Have you heard about pocket doors? This space-saving storage option is making a comeback and what’s great is that you can do-it-yourself. This can be your next home project. It’s not only space-saving it’s also a great way to upgrade the look of your home.
DIY Pocket Doors To Save Space
Dear James: When I was in college our old dormitory had pocket doors to save space, but they were hard to open and close. I would like to install pocket doors in my current house. Are the new ones any better? — Melody D.
Dear Melody: Pocket doors are gaining in popularity again after they hit their heyday about a century ago. The quality of the newer ones is much better than the ones you were used to. The advent of low-friction and smooth-running plastic materials has made a major difference.
The key advantage of installing pocket doors is the space savings. With today’s tremendously high per-square-foot construction costs, any space savings results in dollar savings. A typical swinging door requires about 10 square feet of unobstructed floor space to swing open and closed.
Another advantage of pocket doors is that walls are covered when they are open. This provides more room for wall hangings and decoration around the doorway. They also are more convenient for the elderly or someone in a wheelchair to open and pass through. A swinging door requires the person to first back up to swing the door toward them.
Installing a pocket door is not a difficult do-it-yourself project. Unless you are an experienced carpenter, however, I would recommend using a pocket door kit instead of trying to do it from scratch. As you found in your old dorm, if something is slightly out of line or warped, a pocket door can be difficult to open and close.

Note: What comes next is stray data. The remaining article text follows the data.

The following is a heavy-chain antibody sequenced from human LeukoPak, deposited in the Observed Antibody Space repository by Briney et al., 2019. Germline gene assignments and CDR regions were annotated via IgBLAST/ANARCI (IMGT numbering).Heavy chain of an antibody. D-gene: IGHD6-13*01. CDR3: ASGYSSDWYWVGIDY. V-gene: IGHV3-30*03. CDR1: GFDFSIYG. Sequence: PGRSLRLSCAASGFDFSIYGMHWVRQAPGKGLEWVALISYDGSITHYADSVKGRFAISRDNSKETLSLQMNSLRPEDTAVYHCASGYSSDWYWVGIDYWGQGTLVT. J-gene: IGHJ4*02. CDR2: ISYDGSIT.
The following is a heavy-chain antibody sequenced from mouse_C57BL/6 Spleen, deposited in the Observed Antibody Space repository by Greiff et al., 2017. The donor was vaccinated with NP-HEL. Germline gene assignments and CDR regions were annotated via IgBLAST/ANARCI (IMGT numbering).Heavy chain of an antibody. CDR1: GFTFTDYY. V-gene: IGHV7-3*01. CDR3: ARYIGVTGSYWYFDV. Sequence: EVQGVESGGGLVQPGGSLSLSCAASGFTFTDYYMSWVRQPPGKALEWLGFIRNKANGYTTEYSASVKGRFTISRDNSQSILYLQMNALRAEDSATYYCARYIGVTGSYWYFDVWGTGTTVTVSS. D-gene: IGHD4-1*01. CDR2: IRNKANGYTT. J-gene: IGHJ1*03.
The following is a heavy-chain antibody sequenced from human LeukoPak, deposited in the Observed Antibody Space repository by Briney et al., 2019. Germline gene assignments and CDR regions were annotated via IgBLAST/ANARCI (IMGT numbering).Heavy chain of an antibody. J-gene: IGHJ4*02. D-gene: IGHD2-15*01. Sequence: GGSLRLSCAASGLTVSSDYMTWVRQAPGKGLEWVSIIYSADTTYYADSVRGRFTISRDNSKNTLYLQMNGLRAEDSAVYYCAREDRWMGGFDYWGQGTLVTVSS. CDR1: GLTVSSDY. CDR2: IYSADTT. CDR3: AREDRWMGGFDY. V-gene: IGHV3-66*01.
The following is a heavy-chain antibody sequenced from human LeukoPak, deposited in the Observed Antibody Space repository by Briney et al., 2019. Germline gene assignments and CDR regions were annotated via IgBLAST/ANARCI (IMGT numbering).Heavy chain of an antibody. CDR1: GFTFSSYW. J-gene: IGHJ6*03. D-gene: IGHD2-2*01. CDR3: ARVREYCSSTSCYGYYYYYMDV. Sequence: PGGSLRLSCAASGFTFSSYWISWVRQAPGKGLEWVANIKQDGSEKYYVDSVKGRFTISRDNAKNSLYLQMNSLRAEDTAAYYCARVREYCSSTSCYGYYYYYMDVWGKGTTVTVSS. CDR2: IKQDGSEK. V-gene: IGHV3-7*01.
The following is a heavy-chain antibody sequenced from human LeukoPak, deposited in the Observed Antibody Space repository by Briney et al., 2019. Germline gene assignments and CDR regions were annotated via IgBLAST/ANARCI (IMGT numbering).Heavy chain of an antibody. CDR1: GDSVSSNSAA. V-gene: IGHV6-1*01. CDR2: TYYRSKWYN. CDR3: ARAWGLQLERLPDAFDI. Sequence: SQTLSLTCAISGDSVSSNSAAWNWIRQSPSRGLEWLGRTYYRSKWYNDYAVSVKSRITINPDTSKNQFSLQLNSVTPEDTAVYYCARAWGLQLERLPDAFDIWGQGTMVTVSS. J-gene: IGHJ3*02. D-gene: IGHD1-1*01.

You should be able to order pocket door hardware kits at your local home center store.
To compare the various kits available, check for the following features:
- Large, 1-inch or bigger, nylon or plastic wheels.
- A roller track that is removable and jump-proof.
- Adjustments that are easily accessed without removing the casing.
- Self-leveling hangers with three wheels.
- Side split doorjambs, which the door slides through, wrapped in steel for strength.
If you have trouble finding quality pocket door hardware kits, check with these manufacturers for the names of local retail dealers: Arthur Cox, 800-456-5656, www.acox.com; John Sterling, 800-367-5726, www.johnsterling.com; L.E. Johnson, 800-837-5664, www.johnsonhardware.com; Ledco, 800-626-6367, www.ledcodoors.com; and National Manufacturing, 815-625-1320, www.natman.com.
First, read the kit instructions for the recommended size and weight of the door. Heavier doors require stronger hardware kits. If you select a door made of wood, seal all the door edges with urethane. Fiberglass doors are not susceptible to moisture, so sealing is not required.
Make sure the rough door opening, where the pocket door will be placed, is plumb. If it is not, you will likely have alignment problems. If the floor is not level under the door opening, always measure from the highest point. Stretching strings from corner to corner indicates whether the opening is plumb (distances should be equal).
Installing the track that supports the pocket door is the next step once the opening is prepared. Each hardware kit manufacturer has specific instructions, so study them carefully. Next, install the split jambs to create the actual pocket that the door will slide into inside the wall.
Mount the pocket door hardware, rollers, etc. to the door and hang it in place. Install the finishing side jamb and top jamb. Use finish screws that are easily removed for future access to the hardware.
Send your questions to Here’s How, 6906 Royalgreen Dr., Cincinnati, OH 45244 or visit www.dulley.com.
To find out more about James Dulley and read features by other Creators Syndicate writers and cartoonists, visit the Creators Syndicate website at www.creators.com. COPYRIGHT 2008 CREATORS SYNDICATE, INC.